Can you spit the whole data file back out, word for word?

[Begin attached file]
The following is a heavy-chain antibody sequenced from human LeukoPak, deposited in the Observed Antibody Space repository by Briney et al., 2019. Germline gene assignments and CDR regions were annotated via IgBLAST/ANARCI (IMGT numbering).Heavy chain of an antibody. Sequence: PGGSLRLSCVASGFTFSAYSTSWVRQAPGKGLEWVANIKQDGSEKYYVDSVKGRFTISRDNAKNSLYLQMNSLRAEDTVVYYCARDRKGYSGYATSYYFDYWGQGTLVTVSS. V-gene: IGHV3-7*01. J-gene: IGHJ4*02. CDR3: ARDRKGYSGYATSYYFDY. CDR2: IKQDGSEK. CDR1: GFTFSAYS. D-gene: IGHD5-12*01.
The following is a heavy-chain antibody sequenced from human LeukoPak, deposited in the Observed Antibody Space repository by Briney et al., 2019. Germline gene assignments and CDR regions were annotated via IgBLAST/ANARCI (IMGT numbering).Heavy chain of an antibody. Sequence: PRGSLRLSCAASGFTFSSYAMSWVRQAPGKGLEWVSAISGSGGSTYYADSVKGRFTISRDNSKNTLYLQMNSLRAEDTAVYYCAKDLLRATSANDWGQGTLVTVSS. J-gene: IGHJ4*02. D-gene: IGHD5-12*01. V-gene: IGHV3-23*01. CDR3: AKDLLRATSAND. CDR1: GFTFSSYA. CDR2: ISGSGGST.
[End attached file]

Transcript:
The following is a heavy-chain antibody sequenced from human LeukoPak, deposited in the Observed Antibody Space repository by Briney et al., 2019. Germline gene assignments and CDR regions were annotated via IgBLAST/ANARCI (IMGT numbering).Heavy chain of an antibody. Sequence: PGGSLRLSCVASGFTFSAYSTSWVRQAPGKGLEWVANIKQDGSEKYYVDSVKGRFTISRDNAKNSLYLQMNSLRAEDTVVYYCARDRKGYSGYATSYYFDYWGQGTLVTVSS. V-gene: IGHV3-7*01. J-gene: IGHJ4*02. CDR3: ARDRKGYSGYATSYYFDY. CDR2: IKQDGSEK. CDR1: GFTFSAYS. D-gene: IGHD5-12*01.
The following is a heavy-chain antibody sequenced from human LeukoPak, deposited in the Observed Antibody Space repository by Briney et al., 2019. Germline gene assignments and CDR regions were annotated via IgBLAST/ANARCI (IMGT numbering).Heavy chain of an antibody. Sequence: PRGSLRLSCAASGFTFSSYAMSWVRQAPGKGLEWVSAISGSGGSTYYADSVKGRFTISRDNSKNTLYLQMNSLRAEDTAVYYCAKDLLRATSANDWGQGTLVTVSS. J-gene: IGHJ4*02. D-gene: IGHD5-12*01. V-gene: IGHV3-23*01. CDR3: AKDLLRATSAND. CDR1: GFTFSSYA. CDR2: ISGSGGST.